You got something to say about the Harris County bond referendum?

You’ll get a chance to say it.

Harris County Judge Ed Emmett on Wednesday announced a series of public meetings to seek input from residents on an estimated $2.5 billion flood infrastructure bond that commissioners plan to put before voters on the anniversary of Hurricane Harvey in August.

“On August 25, the voters of Harris County will make one of the most important decisions, I think, in our history,” Emmett said.

Throughout June, July and August, the county will hold public meetings on the bond in each of the county’s 23 watersheds.


Flanked by Harris County Flood Control District head Russ Poppe, Emmett said the $2.5 billion sum is a ballpark figure, and projects may be added or subtracted before commissioners decide on a final amount on June 12.

Emmett said the county intends to publish a list of planned projects by the first week of August, when early voting on the bond begins.

An initial list of possible projects and information about the community meetings can be found at

See here for the background, and here for a list of the meetings that have been scheduled so far. There’s one for each watershed, though as you can see most are not yet on the calendar. There’s a lot we need to know about this, and just two months before we start voting on it, so find a meeting near you, learn what you can, and ask questions. We all need to know what we’re voting on.

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7 Responses to You got something to say about the Harris County bond referendum?

  1. Manny Barrera says:

    At first glance it seems to make your contributors rich projects, and help the Trump areas. Will keep an open mind but what type of input would they listen to? They already know what they intend to do, but will wait until a few weeks before the election to tell us what the projects will be.

    I did look at what they had posted.

  2. Manny Barrera says:

    For instance want to plan where to go for the meetings, good luck –

  3. Flypusher says:

    Flooding is a danger to everyone. Better drainage helps everyone. This is one issue where blue vs red ought not to matter. This really should be a multi-county bond (with at least Ft. Bend and Brazoria also voting on their own drainage bonds), but at least it’s a start. I’ll go to the Clear Creek one of the schedule works.

  4. Bill Daniels says:


    Better drainage doesn’t necessarily help everyone. If you improve the drainage of one area, you possibly or probably are making it worse for another area. As with most things, drainage projects create winners and losers.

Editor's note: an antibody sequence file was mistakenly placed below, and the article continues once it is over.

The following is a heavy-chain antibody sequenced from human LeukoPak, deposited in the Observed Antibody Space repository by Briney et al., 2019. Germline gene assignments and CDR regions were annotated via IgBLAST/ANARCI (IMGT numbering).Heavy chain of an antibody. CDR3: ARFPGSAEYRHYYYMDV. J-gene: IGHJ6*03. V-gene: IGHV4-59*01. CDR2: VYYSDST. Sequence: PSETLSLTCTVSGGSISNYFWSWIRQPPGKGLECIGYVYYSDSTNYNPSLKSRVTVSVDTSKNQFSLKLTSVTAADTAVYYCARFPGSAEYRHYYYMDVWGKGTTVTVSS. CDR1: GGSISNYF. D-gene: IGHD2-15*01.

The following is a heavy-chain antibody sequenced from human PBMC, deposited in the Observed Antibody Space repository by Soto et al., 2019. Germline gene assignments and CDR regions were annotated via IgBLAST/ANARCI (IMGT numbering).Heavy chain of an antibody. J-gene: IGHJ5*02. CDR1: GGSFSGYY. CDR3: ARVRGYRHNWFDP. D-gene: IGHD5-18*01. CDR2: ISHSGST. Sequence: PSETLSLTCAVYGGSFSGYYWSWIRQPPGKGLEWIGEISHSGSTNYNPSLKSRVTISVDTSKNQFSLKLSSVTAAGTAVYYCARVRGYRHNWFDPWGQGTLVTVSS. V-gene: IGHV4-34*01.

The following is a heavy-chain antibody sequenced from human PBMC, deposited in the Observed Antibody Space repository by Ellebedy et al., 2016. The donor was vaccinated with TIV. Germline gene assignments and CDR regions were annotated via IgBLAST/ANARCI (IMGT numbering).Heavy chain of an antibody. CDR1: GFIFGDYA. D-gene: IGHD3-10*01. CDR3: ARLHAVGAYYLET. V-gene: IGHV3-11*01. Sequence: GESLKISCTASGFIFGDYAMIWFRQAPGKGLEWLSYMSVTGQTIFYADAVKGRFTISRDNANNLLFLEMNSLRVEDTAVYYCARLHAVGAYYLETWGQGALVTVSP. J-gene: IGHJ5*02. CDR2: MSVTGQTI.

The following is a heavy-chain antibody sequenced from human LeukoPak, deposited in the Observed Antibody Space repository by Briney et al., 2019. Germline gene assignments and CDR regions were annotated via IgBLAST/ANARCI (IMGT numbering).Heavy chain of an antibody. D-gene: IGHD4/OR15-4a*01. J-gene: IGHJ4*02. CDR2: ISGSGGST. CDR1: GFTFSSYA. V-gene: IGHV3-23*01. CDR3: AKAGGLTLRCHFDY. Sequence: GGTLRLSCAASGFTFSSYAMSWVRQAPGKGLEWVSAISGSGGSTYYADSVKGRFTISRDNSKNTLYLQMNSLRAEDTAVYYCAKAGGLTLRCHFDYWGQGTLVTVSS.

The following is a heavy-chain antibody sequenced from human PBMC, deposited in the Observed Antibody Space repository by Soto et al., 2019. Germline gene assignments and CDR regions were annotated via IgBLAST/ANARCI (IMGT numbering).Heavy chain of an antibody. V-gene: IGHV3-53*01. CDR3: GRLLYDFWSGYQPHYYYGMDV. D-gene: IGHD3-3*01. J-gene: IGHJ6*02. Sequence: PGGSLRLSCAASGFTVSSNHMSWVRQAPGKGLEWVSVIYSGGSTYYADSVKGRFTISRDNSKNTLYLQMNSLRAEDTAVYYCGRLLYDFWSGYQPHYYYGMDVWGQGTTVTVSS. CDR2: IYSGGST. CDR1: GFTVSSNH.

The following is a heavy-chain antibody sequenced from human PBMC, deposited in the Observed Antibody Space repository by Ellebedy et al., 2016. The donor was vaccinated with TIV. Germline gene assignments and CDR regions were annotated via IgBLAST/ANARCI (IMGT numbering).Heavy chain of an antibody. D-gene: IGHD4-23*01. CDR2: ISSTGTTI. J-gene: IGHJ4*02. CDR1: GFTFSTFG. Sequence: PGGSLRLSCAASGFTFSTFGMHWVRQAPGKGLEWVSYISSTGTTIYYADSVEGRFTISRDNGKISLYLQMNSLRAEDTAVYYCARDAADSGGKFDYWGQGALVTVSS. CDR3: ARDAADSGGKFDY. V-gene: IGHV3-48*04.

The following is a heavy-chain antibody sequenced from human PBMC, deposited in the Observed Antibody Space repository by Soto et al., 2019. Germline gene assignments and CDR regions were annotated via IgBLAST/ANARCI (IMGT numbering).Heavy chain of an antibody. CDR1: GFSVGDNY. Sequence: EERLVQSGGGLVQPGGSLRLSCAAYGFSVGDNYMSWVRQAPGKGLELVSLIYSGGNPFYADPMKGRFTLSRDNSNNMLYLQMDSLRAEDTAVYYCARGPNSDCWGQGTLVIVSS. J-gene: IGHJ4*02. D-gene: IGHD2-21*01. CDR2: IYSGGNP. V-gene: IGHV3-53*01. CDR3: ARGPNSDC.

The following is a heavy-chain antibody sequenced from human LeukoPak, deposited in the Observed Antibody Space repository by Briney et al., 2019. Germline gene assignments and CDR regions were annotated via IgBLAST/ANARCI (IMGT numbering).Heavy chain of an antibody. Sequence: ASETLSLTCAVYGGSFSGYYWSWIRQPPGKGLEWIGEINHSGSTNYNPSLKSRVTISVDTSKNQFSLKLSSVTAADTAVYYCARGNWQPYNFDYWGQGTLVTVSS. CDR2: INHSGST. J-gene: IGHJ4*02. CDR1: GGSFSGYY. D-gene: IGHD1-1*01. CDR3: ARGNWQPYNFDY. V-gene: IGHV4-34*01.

Although, I do agree with you that efforts need to be multi county. You mentioned Clear Creek, and it is a big problem during flood events. If you widen and channel upstream areas, you just get more water volume overtopping downstream. This is Friendswood’s big problem. Even if you get everyone together and say, OK, we are going to really go to town on Clear Creek, if there is a storm surge in Clear Lake, then your work helps others, but adds misery to Webster and League City.

    Drainage is one area where it’s not generally win-win. Somebody will lose.

  5. penwyth says:

    Better Drainage will help the City of Houston.

  6. mollusk says:

    As Flypusher points out, drainage is a regional issue, and ought to be addressed on a regional basis (particularly since rivers and streams often form the boundary between jurisdictions). Fort Bend and Montgomery counties are in some ways ahead of Harris County in addressing things like detention; it’s certainly on every county government’s radar around here. Along with money, the bigger problems to overcome are the “I got mine, you figure your own stuff out” mindset of some of the larger developers, the territorial instincts of the different local agencies, and the deeply ingrained idea that water is some sort of evil substance that must immediately be moved elsewhere.

  7. Manny Barrera says:

    Flypusher I have to agree with Bill, drainage is not the solution. Like Bill said it will help some people but not others and in fact could make it worse.

    When the Medical Center flooded they did a lot of work in that area and they have not flooded again, McGregor did. They built levies and other things to keep the water out, but it did not help the people upstream, the flooding in the Meyerland area,for instance, has happened more often. Coincidence? Remember rule #39, NCIS.–rules–the-complete-list-from-ncis/70310/

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